‡ The French-registered fishing vessel Kirrixki narrowly escaped sinking in October 2019 when it collided with a cargo vessel six times its size off the southwest coast of Ireland. One fisherman was injured in the massive impact.

Collisions: what happens next?

Collisions, as we know them, may well be assigned to the history books in the future, when autonomous navigation will be the norm.  Until then, collisions are still a factor of life and we believe every skipper and crewmember will benefit from knowing a little more about what happens after the physical event has taken place and your insurers and appointed solicitors are doing their utmost to ensure a good recovery of insured and uninsured losses.

After a collision, once any danger has passed and the vessel and crew have been attended to, it is important to urgently let your broker know what has happened. Depending upon the seriousness of the damage or injuries, your insurers may appoint solicitors to attend the vessel upon its return to port, to take witness statements from the crew and secure relevant documents and data information.  It is often useful for solicitors to be present when the MCA and/or MAIB attend.  It is your duty to notify the MAIB of any accidents or incidents which occur in UK waters. Two surveyors will usually be appointed by insurers, one to examine your vessel and the other to inspect the third-party vessel.

At the outset, insurers must give consideration to arresting the other vessel involved in a collision before it leaves our jurisdiction, although this can usually be avoided where the third-party insurers are prepared to put up security sufficient to cover the anticipated reasonable claim and costs.

Most collision claims will be settled by negotiation between the parties, usually with one party making a payment to the other party to reflect an apportionment of liability between two (or more) vessels.  The parties will investigate all of the circumstances to determine which party was most at fault for the collision and the resulting damage, with this vessel bearing the higher percentage of liability.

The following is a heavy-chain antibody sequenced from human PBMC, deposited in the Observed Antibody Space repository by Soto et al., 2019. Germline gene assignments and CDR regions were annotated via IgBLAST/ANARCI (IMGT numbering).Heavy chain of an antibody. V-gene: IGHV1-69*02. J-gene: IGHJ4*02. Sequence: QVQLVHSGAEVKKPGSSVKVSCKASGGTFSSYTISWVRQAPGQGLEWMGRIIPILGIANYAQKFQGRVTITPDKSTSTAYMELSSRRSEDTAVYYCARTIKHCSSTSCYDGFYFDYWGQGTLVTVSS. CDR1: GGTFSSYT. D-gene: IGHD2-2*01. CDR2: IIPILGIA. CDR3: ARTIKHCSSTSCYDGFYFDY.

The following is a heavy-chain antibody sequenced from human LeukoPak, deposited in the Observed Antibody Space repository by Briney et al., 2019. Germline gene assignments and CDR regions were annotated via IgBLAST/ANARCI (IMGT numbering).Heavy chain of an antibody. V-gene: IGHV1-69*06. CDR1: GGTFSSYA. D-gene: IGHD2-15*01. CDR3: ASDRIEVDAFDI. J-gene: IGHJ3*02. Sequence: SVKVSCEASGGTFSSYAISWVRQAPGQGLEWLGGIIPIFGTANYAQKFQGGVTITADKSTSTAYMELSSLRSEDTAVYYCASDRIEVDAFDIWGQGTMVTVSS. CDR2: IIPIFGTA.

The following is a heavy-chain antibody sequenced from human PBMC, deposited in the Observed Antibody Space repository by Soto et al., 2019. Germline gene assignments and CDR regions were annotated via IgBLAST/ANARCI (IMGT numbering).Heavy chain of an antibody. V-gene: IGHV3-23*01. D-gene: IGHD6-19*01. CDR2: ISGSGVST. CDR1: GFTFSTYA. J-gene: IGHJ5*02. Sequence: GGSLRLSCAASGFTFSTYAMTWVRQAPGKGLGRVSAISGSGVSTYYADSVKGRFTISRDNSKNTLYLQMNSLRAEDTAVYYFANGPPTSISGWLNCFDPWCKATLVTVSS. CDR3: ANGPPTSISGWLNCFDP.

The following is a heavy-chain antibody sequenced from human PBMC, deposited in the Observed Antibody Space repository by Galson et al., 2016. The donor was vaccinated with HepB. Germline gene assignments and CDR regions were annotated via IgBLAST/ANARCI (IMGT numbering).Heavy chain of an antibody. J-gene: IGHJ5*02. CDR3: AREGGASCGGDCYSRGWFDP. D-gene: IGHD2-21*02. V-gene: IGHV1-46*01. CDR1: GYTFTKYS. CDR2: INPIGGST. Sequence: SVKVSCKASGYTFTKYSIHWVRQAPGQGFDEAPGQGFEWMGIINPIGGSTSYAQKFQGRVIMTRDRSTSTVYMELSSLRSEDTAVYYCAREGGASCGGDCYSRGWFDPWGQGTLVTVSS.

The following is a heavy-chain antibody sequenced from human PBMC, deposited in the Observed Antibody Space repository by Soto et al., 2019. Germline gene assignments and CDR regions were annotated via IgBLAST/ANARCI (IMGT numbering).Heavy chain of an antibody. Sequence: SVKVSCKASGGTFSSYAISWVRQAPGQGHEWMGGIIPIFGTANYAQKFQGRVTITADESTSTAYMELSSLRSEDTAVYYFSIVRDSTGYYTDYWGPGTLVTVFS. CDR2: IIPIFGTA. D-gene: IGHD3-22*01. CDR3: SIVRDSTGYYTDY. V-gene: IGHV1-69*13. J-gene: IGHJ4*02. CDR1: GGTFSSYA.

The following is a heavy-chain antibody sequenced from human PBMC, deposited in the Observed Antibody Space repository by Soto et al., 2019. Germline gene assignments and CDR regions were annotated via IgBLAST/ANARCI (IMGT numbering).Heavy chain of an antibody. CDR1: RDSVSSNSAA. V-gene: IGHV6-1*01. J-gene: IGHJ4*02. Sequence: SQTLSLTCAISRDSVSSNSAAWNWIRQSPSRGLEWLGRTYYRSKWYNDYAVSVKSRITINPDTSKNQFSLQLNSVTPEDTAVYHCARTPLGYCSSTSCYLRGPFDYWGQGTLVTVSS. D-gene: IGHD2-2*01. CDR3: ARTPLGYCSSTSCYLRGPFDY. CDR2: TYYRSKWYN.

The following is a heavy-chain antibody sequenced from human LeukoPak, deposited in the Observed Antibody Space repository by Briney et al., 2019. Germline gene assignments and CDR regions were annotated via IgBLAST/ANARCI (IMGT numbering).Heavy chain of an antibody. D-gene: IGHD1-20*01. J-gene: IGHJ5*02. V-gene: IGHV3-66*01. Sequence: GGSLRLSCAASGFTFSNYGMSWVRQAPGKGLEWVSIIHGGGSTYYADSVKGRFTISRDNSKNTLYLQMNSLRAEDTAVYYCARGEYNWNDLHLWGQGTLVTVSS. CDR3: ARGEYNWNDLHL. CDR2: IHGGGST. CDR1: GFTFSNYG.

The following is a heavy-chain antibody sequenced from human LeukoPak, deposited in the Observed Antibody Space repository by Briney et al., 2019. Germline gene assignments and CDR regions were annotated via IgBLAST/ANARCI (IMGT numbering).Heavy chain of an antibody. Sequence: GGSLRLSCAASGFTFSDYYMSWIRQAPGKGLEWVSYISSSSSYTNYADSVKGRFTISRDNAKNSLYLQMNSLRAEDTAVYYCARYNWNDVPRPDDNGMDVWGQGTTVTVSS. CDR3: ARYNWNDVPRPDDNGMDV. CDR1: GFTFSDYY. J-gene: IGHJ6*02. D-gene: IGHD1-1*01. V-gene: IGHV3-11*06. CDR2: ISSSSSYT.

For instance, if the parties agree vessel A is 75% to blame for the collision and vessel B is 25% to blame, vessel B will recover 75% of its provable claim and vessel A will recover 25% of its provable claim.  The shortfall will not be recoverable by either party, as against the other.  Own insurance will usually cover the shortfall in insured losses but not usually the shortfall in uninsured losses, such as the loss of earnings for the period before the vessel is able to fish again.

Where the parties cannot agree on a percentage apportionment, in some cases a legal claim will be issued by one party in the Admiralty Court.  Unlike the normal procedure in Court, where the Claimant issues a claim and the Defendant subsequently files their defence in response, in collision claims both parties must simultaneously send the Court and the other party a document called the Collision Statement of Case.  This document has been updated this year to reflect modern practice with the intention of ensuring early disclosure, improving information gathering, identifying issues at an early stage and managing the case appropriately.

It will be helpful for skippers and crew members to understand what information will be requested from them following a collision.  One of the questions on the Collision Statement of Case is of particular relevance to fishers.  It asks whether the vessel was engaged in fishing at the time of the collision and, if so, what fishing gear was deployed.  As you will be aware, under the COLREGS ( the International Regulations for Preventing Collisions at Sea, 1972) irrespective of whether a vessel is on the starboard side of another vessel, both power-driven and sailing vessels must give way to a fishing vessel engaged in fishing.  The MFV in this situation would be the stand-on vessel.

A vessel is only classed as fishing under the COLREGS when fishing with nets, lines, trawls or other fishing apparatus which restrict manoeuvrability, it does not include a vessel fishing with trolling lines or other fishing apparatus which do not restrict manoeuvrability.